During ancient times, Chinese children didn’t have smartphones, iPads, or computers to entertain themselves. Instead, they grew up with traditional games, sports, and activities. Today, despite the level of technological advancement in China, people still keep their outdoor, traditional Chinese games alive.
In this article, we’ll introduce you to the top 10 most popular traditional Chinese games – most of which are still widely loved in modern-day life.
毽子 (jiàn zi) Shuttlecock
According to Chinese legends, jiàn zi originated from 蹴鞠 (cuju), an ancient game from the Han dynasty, so it has been around for over 2,000 years. This traditional game itself is pretty simple, with only one rule: keep the shuttlecock in the air without using the hands. Players mainly try to kick as many as possible not to drop the shuttlecock. Over the years, various techniques have been developed, from simple kicking to acrobatic heading to powerful overhead kicks. Besides being played in the schoolyard, the shuttlecock is also very popular among senior citizens to keep their limbs active.
Chinese children playing shuttlecock
In China, this game usually has two main forms: two kickers or two teams playing against each other, like soccer, or in a group of 5 to 10 people circling and kicking the shuttlecock. Shuttlecock has also evolved into a formal Chinese sport. Jiàn Qiu, the competitive, government-run version of jiàn zi, is played on a rectangular court divided by net–like badminton, but with kicks instead of rackets.
抖空竹 (dǒu kōng zhú) Chinese yo-yo
The Chinese Yo-yo dǒu kōng zhú, also known as diabolo, is an hourglass-shaped toy made of wood or bamboo with a string connected to two hand sticks. The players get the diabolo to balance and rotate by alternating the hand sticks up and down. Highly skilled players can toss the yo-yo up in the air and catch it on the strings or manipulate the strings into patterns while keeping the yo-yo spinning.
Playing diabolo is a fun folk game and is especially popular in North China. Playing diabolo has evolved into a part of Chinese traditional acrobatics through many changes. This traditional game was listed as a National Cultural Heritage in 2006. Diabolo is also played in performances, especially those including acrobatics. The most famous acrobatic troupe, Cirque Du Soleil, performs Chinese yo-yos in several shows.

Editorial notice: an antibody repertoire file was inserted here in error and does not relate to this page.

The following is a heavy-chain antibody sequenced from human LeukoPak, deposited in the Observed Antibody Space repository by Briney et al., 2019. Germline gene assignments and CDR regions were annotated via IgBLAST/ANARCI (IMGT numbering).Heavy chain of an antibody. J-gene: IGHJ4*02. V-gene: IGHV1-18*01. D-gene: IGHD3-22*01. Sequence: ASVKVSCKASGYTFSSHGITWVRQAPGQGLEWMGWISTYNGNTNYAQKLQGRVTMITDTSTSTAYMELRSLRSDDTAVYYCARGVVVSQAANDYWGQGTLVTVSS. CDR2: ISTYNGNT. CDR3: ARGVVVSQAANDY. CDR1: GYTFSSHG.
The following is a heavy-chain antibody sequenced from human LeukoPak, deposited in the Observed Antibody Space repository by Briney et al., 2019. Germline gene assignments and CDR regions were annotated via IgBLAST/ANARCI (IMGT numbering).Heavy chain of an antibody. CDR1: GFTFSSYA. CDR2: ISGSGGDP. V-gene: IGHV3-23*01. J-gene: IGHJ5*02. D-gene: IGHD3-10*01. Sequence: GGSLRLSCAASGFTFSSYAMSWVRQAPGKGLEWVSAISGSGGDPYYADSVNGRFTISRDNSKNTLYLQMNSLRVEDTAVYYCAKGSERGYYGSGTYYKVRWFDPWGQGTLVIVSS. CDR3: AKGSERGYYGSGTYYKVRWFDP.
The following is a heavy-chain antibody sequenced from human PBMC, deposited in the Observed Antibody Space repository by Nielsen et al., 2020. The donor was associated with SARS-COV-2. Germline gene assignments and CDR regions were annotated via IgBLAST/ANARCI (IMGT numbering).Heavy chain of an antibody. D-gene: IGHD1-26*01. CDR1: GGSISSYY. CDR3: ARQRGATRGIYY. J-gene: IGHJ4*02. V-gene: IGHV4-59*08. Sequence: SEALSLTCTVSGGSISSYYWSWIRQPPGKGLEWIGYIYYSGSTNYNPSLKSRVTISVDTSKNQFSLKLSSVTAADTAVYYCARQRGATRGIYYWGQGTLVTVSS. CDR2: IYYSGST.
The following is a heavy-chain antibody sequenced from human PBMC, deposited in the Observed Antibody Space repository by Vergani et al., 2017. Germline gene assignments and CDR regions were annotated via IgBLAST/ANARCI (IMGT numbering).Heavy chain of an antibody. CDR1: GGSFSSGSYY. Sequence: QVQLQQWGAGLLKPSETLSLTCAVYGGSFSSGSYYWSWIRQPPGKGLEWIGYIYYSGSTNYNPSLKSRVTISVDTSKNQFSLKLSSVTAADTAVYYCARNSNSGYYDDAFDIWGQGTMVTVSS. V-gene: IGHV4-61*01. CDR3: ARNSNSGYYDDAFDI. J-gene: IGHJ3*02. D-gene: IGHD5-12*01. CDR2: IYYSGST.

跳皮筋 (tiào pí jīn) Chinese jump rope
When you visit China, you’ll easily find Chinese parks full of people, both young and old, from dawn to dusk, engaging in many sports and leisure activities. And jumping rope is one of the favorites as it involves movements and engagement to keep them active and entertained.
The Chinese jump rope features a giant stretched-out rubber band. Unlike the Western jump rope, the goal of this game is to hook your legs into the rope in a specific order to create loops and patterns in a certain sequence. The rope is raised as each level is completed, making the patterns more difficult. This game is often accompanied by a rhyme or song.
放风筝 (fang fēng zhēng) Flying kites
The Chinese kite is both a traditional folk handicraft and a traditional toy for children around 700 – 476 BC. They were originally designed by the philosopher Mo Zi (or Mao Tse) as a military technology to spy on the enemy’s situation from the air.
During the Tang dynasty (618 – 900 CE), kites became a traditional art. Kites are made and flown in the pleasant weather of spring, making them a symbol of health and prosperity even today.
Kite flying was declared an official sport in 1991. Regular kite-flying competitions are held annually in several cities across China. On April 20 – 25 each year, the annual Weifang International Kite Festival is held in this “Kite City” in Shandong Province. During which, the top ten out of thousands of participants from China and abroad compete with beautiful and colorful kites in all forms and sizes.